|Primary inflows||Upper Adams River, Momich River, Bush Creek|
|Primary outflows||Lower Adams River|
|Max. length||63 km (39 mi)|
|Max. width||3.2 km (2.0 mi)|
|Surface area||137 km2 (53 sq mi)|
|Average depth||299 m (981 ft)|
|Max. depth||457 m (1,499 ft)|
|Water volume||23.2 km3 (5.6 cu mi)|
|Residence time||10.4 years|
|Surface elevation||404 m (1,325 ft)|
Adams Lake is a large, deep, coldwater lake in British Columbia, Canada; its average depth ranks 6th in the world. The southern end of the lake is approximately 30 km (19 mi) north of the town of Chase in the Shuswap Country region of British Columbia. The lake's upper reaches lie in the northern Monashee Mountains, while its lower end penetrates the Shuswap Highland. The lake supports Chinook, Sockeye and Coho salmon, Kokanee, mountain whitefish and rainbow trout.
The lake is 63 km (39 mi) long and between 1.6 kilometres (0.99 mi) and 3.2 kilometres (2.0 mi) wide. The surface elevation is 404 metres (1,325 ft) above sea level. The lake is very deep; with a mean depth of 299 metres (981 ft) and maximum depth of 457 metres (1,499 ft) it is the second deepest lake in British Columbia (next to Quesnel Lake, which has a maximum depth of 511 metres (1,677 ft)) and 6th deepest lake in the world by mean depth. Water flows into the lake though many tributaries (most notably the Upper Adams River, Momich River, and Bush Creek). The water drains from the lake as the Lower Adams River which is home to a very large and famous sockeye salmon run which attracts many visitors to the region each year. From there the water flows into Shuswap Lake, and down the Thompson River.
Though a few villages exist along Adams Lake, the vast majority of the lake is undeveloped. The lack of development is partially due to the nature of the shoreline, which is mostly sheer rock faces or steep, stony beaches. Few recreationally suitable beaches exist naturally on the lake, though some man-made sandy beaches have been created for public use, for example at Adams Lake Provincial Park.
Chief Adam (sometimes spelled Atahm) was a prominent Secwepemc chief in the mid-nineteenth century. By most accounts, the lake is named after him. Adam died in the 1862 Pacific Northwest smallpox epidemic, which, according to James Teit, killed over half the local Secwepemc population.
Adams Lake has been the site of two Secwepemc blockades, one in solidarity with the Kanesatake Mohawk in 1990, and the other in the summer of 1995, to prevent the development of a 60-unit recreational vehicle park on a Secwepemc burial ground.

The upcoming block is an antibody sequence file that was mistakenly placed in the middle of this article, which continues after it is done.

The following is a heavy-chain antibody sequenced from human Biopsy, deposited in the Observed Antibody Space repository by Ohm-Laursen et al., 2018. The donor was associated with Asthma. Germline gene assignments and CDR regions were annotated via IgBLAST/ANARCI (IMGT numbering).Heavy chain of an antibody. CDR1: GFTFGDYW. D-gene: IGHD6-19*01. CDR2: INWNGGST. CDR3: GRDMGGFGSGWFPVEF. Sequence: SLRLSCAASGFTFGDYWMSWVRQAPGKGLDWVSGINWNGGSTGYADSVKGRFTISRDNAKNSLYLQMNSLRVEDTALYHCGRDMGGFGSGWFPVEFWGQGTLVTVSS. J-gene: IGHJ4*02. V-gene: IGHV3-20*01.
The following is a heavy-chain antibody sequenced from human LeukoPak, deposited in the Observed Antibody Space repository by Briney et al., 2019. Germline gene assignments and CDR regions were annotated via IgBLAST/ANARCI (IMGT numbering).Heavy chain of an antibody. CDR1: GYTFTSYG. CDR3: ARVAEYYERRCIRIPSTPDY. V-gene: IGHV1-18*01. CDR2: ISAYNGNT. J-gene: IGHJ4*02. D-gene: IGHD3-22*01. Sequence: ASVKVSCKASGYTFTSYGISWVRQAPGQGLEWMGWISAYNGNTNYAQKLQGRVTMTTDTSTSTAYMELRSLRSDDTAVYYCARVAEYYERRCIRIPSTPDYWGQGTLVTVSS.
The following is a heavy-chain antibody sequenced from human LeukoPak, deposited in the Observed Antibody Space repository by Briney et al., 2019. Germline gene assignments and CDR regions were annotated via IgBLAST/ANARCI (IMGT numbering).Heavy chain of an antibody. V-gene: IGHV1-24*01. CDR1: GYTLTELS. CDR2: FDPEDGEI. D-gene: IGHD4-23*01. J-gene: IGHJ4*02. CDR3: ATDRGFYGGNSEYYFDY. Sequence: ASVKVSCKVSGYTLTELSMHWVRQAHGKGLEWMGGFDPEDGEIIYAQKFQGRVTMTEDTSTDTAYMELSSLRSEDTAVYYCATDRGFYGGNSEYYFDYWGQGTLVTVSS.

The only bridge across the lake was burned down in the 1995 blockade. A permanent inland ferry service to the eastern side of the lake was later established.
Forestry forms the economic base for the region. Unpaved logging roads, the only land access, run the full length of the lake. A sawmill operates at the south end of the lake. The logs for the sawmill are harvested further up the lake and deposited into the water near the Momich River by a large crane. They are then floated down the lake to the mill in log booms drawn by tug boats. These log booms often wait anchored at lakeside.
Adams Lake is used for recreation year round. Sport anglers commonly fish the lake for rainbow trout, Kokanee salmon, lake trout, and bull trout. The lake is also used for swimming, pleasure boating and water skiing. The area around the lake is popular with campers and is home to a large variety of flora and fauna. During the autumn and winter people hunt for game birds and big game such as mule deer, black bear, and cougar (mountain lion).
- Average Hours of Sunshine: 2,000+ per year
- Average Rainfall: 304.7 mm (11 in) annually
- Average Snowfall: 139.8 cm (55 in) in the valleys. Up to 644 cm (253.5 in) on the mountains
- Frost Free Days: 120–175 days annually
Average maximum temperature (summer): 28.4 °C (84 °F) Average minimum temperature (winter): -8.8 °C (16 °F)
|Wikimedia Commons has media related to Adams Lake.|
- "Adams Lake". BC Geographical Names.
- "The Importance of Adams Lake & its Watershed" (PDF). BC Lake Stewardship Society and the BC Ministry of Environment and Climate Change Strategy.
- "Shuswap: The Forgotten Community", Dunn, Joyce, found in "Reflections: Thompson Valley Histories", eds. Norton, Wayne, and Schmidt, Wilf, Plateau Press, Kamloops, B.C., 1994, page 149
- "Shuswap History - The First 100 Years", Coffey, John et al, Secwepemc Cultural Education Society, Kamloops, B.C., 1990, pg. 18
- "The Shuswap, Memoirs #4, Part 7", Teit, James, American Museum of Natural History, 1909, page 466
- Secwepemc History of Resistance
- "Secwepemc Historical Sites". Secwepemculecw, Land of the Shuswap. Archived from the original on 2016-03-04. Retrieved 2012-09-06.